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Ray's Round Up: State Budget Impasse Ends and Other Harrisburg News

2015-16 Budget Impasse Ends – 97 days (as of March 25) until 2016-17 Budget Deadline

The big news from Harrisburg this week is that Pennsylvania has a 2015-16 budget – almost nine months after it was due.  Governor Tom Wolf allowed the final spending plan to be enacted into law without his signature, complaining that the budget used gimmicks to appear to be balanced.  He chose not to veto it, however, stating that he did not want to allow schools to be shut down or other essential functions of government, such as corrections, to have funding jeopardized.  The Governor did warn it is his belief that enacting a budget in this manner will make achieving a spending plan for 2016-17 more difficult, emphasizing that program cuts and revenue increases were inevitable.  Most members of the General Assembly chose to simply express relief the budget impasse was over and funds will be released to public schools, colleges, universities, and agricultural services.

House Aging and Older Adult Services Committee Continues Series of Informational Hearings on Issues Impacting Older Pennsylvanians

Over the past two weeks the House Aging and Older Adult Services Committee has held two hearings on issues that impact older Pennsylvanians.  The first hearing discussed programs to assist older Pennsylvanians to afford local and school property taxes.  A number of school districts in Pennsylvania have offered volunteer opportunities to seniors who reside in their districts in exchange for a reduction in their property taxes.  Legislation has been offered in the State House, HB 791, that would clarify the how these programs operate.  A typical property tax exchange program allows seniors who volunteer in the schools for a set number of hours up to a $500 reduction in their property taxes.

AARP Pennsylvania had the opportunity to testify at this hearing to discuss how property tax reduction programs in Pennsylvania compare with similar programs in other states.  We discussed three different types of programs – Homestead Exemption Programs, which reduce the amount of assessed property that is subject to taxation; Circuit Breaker Programs, which offer reductions in property taxes to homeowners and renters when property taxes exceed a certain percentage of the homeowner or renters’ income; and Property Tax Deferral Programs, which allow older homeowners to postpone the payment of a portion of their property taxes until the home is sold or until the owners’ death.  Pennsylvania’s Property Tax and Rent Rebate program is a type of Circuit Breaker Program, offering property tax rebates of up to $850 to older homeowners based on their income. Eligibility for the rebate is for homeowners with incomes up the $35,000, with half of their Social Security income excluded from that total.  Some Pennsylvania counties also offer Property Tax Deferral Programs.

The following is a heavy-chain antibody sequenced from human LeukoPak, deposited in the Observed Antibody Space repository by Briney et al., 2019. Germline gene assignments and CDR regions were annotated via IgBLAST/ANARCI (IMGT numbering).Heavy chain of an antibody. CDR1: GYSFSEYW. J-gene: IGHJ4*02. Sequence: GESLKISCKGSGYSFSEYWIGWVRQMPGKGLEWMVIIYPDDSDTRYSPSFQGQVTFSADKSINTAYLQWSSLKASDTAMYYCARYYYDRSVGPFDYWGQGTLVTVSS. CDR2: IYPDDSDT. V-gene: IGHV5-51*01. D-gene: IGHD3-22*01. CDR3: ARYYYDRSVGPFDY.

Pennsylvania’s programs fall roughly in the middle of programs offered in other states – more generous than some, but not as generous as others.  This is similar to Pennsylvania’s ranking in the overall property tax burden, where the Commonwealth falls somewhere between 10 th and 15 th in the nation.

Two other facts were pointed out during the hearing – the property tax burden is not evenly distributed within Pennsylvania. Some counties pay a much higher percentage of overall income in property taxes than others.  In addition, it was noted that unlike many other states, Pennsylvania does not impose taxes on retirement income from pensions or Social Security.

The second hearing discussed the overall financial health of the Pennsylvania lottery and the impact of coming demographical changes on the programs supported by the lottery.  Lottery revenues support programs that benefit older Pennsylvanians, but Matthew Knittel, Director of the Independent Fiscal Office (IFO) discussed how the aging of Pennsylvania’s population over the next few years will impact lottery programs – the IFOs presentation can be viewed here.

Drew Svitko, Director of the Pennsylvania Lottery, then discussed how the lottery is trying to address this challenge through the creation of new games and changes to the Powerball game that have resulted in higher jackpots and more ticket sales.  Finally, the directors of the county Area Agencies on Aging from Blair, Bucks, and Crawford Counties testified about the services that Area Agencies on Aging provide utilizing lottery funds.  Their comments focused on transportation and older adult protective services.

The IFO’s statistics present a sobering reminder of the challenges Pennsylvania faces as its population ages.  But the discussion of the lottery program offered a hopeful reminder – Pennsylvania is the only state in the nation with a dedicated source of funding for programs benefitting older citizens.  The importance of that funding and these programs will only grow over the coming years.



“Ray’s Round Up” features updates on current state and federal issues by Ray Landis, AARP PA’s Advocacy Manager.

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